The house was probably lovely. She feels sorry for whoever lived there. And now all of it—photo albums, carefully selected furniture, artwork bought together on vacation—up in flames.
“I don’t know.” Nora flattens into her seat. “But we probably shouldn’t stare.”
Hayden leans into the steering wheel, staring. “Remind me to check the smoke alarms, will you?”
Nora’s fingers tense at how easily her husband drops one more responsibility into her cup. Remind him.
She will, of course. Because she, in fact, does not want to die in a fire. But sometimes (meaning at all times, obviously) she feels as if there are no spare folds of her brain in which to cram the minutiae of their lives that she’s been charged with tracking.
He eases off the brakes and the wheels begin to roll and the neighborhood resumes, as if nothing happened. A left turn and then another—stone, brick, freshly painted wood siding, each neat, picturesque, the American dream—and soon they’ve arrived.
2913 Majestic Grove sits on a generous corner lot. A Texas star is embossed into the smooth surface of its circle drive, a cast-iron door at its crest.
“First impressions?” Nora asks, putting on her let’s-make-the-most-of-it voice.
“I don’t know.” Hayden climbs out of the car, puts his fists into the back of his hips, and stretches his crotch forward. “There’s not much walkability.”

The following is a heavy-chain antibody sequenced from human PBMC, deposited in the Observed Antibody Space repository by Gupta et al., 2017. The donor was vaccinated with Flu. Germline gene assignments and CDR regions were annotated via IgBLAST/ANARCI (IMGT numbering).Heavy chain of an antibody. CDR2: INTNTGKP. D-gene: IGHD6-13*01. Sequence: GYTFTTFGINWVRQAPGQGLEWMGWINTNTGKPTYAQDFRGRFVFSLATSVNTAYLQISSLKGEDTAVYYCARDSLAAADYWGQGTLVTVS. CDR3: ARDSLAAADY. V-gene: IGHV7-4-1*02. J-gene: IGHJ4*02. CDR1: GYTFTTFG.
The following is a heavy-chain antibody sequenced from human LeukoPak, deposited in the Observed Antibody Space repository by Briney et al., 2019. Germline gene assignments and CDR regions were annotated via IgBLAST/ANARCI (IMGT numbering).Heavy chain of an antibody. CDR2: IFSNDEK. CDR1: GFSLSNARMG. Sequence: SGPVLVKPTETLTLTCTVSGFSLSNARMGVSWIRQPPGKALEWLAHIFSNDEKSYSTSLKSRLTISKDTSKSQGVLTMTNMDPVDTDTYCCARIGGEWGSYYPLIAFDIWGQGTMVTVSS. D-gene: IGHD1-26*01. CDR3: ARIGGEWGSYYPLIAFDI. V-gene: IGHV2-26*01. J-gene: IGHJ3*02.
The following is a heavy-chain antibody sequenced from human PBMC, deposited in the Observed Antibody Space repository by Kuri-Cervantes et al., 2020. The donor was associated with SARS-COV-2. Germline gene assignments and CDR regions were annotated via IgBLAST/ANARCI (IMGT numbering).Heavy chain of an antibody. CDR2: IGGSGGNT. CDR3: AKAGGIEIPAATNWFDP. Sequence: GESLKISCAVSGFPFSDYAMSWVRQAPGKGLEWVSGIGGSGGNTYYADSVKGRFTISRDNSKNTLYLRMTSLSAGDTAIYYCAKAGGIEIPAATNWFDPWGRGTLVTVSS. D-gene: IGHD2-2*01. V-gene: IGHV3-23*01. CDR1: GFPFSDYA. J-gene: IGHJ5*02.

“Where do we walk to now?” She comes around the hood of the car to meet him.
They bought their town house in the heart of Austin seven years earlier when Nora and Hayden had imagined a future strolling to brunch on South Congress, biking to work, and buying their produce from a local farmers’ market. Nora had loved the cracks in the bright yellow walls, the uneven tiles, the stairs that creaked. What she never imagined was the number of times she would add “call a plumber” to her already lengthy to-do list, or the fact that her garage door wouldn’t work for fourteen whole months because she had no idea what sort of person fixed garage doors, or the stark reality that after their daughter, Liv, was born, the two flights of switchback stairs would transform from charming feature into evil nemesis. All this before the accident. Before the idea of another baby in that house became wholly untenable.
“Yeah, but it’s the ability.” Hayden has kind eyes with happy bursts of wrinkles, the result of sun more than age, fanning out around the corners.
“Keep an open mind. Please,” she implores. Nora has already run the math. The only way they’re going to afford more space is if they make substantial sacrifices in the cool, hip location department. Given that she’s never really been all that cool or hip, the decision feels relatively easy.
He takes her hand and squeezes. The fight they are not in, after all, is only in her head, and so anytime she wants she can choose to make up. Even now, for example.
From The Husbands by Chandler Baker. Copyright (c) 2021 by the author and reprinted by permission of Flatiron Books.